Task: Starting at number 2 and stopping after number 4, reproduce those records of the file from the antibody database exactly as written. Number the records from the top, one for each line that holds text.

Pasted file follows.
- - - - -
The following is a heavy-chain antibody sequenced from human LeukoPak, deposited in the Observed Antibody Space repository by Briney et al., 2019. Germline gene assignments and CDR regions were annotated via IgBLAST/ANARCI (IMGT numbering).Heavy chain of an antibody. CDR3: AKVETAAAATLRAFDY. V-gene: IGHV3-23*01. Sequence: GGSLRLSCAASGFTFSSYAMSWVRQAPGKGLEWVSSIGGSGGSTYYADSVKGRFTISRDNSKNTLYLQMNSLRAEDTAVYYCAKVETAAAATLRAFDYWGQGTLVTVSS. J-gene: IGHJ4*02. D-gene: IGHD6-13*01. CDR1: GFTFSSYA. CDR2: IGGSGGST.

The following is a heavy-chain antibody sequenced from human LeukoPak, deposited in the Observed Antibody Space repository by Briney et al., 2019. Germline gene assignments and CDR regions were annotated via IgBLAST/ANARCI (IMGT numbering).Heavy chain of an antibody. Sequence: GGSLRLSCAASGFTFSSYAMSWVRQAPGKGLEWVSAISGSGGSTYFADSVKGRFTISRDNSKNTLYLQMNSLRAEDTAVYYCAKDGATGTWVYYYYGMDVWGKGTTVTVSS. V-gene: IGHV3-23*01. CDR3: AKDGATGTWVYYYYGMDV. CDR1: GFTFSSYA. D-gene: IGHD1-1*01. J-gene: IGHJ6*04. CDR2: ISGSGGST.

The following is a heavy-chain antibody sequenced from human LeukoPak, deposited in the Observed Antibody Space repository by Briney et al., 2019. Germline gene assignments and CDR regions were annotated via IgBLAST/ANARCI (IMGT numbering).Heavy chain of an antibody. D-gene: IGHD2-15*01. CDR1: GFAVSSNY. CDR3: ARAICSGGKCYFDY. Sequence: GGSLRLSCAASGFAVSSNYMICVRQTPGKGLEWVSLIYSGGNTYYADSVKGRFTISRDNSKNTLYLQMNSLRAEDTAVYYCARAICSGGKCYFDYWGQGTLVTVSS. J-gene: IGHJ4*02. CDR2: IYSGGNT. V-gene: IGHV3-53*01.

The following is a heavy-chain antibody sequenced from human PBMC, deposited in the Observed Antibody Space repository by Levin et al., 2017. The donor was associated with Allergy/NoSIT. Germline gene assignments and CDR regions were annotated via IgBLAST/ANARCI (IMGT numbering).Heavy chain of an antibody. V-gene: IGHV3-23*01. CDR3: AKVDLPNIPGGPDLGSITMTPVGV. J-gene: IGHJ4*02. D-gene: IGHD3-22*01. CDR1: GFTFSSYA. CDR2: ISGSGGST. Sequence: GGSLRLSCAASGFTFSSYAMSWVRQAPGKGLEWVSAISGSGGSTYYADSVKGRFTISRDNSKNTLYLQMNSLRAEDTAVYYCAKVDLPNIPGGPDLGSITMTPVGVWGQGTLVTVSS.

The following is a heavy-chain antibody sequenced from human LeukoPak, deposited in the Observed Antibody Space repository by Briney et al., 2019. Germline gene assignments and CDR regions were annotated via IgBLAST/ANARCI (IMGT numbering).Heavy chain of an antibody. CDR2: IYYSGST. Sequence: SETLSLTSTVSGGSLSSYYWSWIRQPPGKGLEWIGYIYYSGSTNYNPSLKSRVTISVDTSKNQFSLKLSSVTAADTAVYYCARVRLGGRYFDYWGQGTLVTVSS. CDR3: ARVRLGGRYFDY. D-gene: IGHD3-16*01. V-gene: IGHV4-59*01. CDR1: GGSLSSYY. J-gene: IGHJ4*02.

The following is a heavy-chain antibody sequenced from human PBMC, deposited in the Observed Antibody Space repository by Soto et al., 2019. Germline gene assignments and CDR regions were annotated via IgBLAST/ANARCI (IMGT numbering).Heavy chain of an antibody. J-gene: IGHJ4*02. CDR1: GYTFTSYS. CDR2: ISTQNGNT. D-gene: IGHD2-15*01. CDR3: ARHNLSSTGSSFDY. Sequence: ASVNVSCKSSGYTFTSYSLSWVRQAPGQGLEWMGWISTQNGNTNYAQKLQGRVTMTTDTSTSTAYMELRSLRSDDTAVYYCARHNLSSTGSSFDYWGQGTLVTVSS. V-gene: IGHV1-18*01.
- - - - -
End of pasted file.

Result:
The following is a heavy-chain antibody sequenced from human LeukoPak, deposited in the Observed Antibody Space repository by Briney et al., 2019. Germline gene assignments and CDR regions were annotated via IgBLAST/ANARCI (IMGT numbering).Heavy chain of an antibody. Sequence: GGSLRLSCAASGFTFSSYAMSWVRQAPGKGLEWVSAISGSGGSTYFADSVKGRFTISRDNSKNTLYLQMNSLRAEDTAVYYCAKDGATGTWVYYYYGMDVWGKGTTVTVSS. V-gene: IGHV3-23*01. CDR3: AKDGATGTWVYYYYGMDV. CDR1: GFTFSSYA. D-gene: IGHD1-1*01. J-gene: IGHJ6*04. CDR2: ISGSGGST.

The following is a heavy-chain antibody sequenced from human LeukoPak, deposited in the Observed Antibody Space repository by Briney et al., 2019. Germline gene assignments and CDR regions were annotated via IgBLAST/ANARCI (IMGT numbering).Heavy chain of an antibody. D-gene: IGHD2-15*01. CDR1: GFAVSSNY. CDR3: ARAICSGGKCYFDY. Sequence: GGSLRLSCAASGFAVSSNYMICVRQTPGKGLEWVSLIYSGGNTYYADSVKGRFTISRDNSKNTLYLQMNSLRAEDTAVYYCARAICSGGKCYFDYWGQGTLVTVSS. J-gene: IGHJ4*02. CDR2: IYSGGNT. V-gene: IGHV3-53*01.

The following is a heavy-chain antibody sequenced from human PBMC, deposited in the Observed Antibody Space repository by Levin et al., 2017. The donor was associated with Allergy/NoSIT. Germline gene assignments and CDR regions were annotated via IgBLAST/ANARCI (IMGT numbering).Heavy chain of an antibody. V-gene: IGHV3-23*01. CDR3: AKVDLPNIPGGPDLGSITMTPVGV. J-gene: IGHJ4*02. D-gene: IGHD3-22*01. CDR1: GFTFSSYA. CDR2: ISGSGGST. Sequence: GGSLRLSCAASGFTFSSYAMSWVRQAPGKGLEWVSAISGSGGSTYYADSVKGRFTISRDNSKNTLYLQMNSLRAEDTAVYYCAKVDLPNIPGGPDLGSITMTPVGVWGQGTLVTVSS.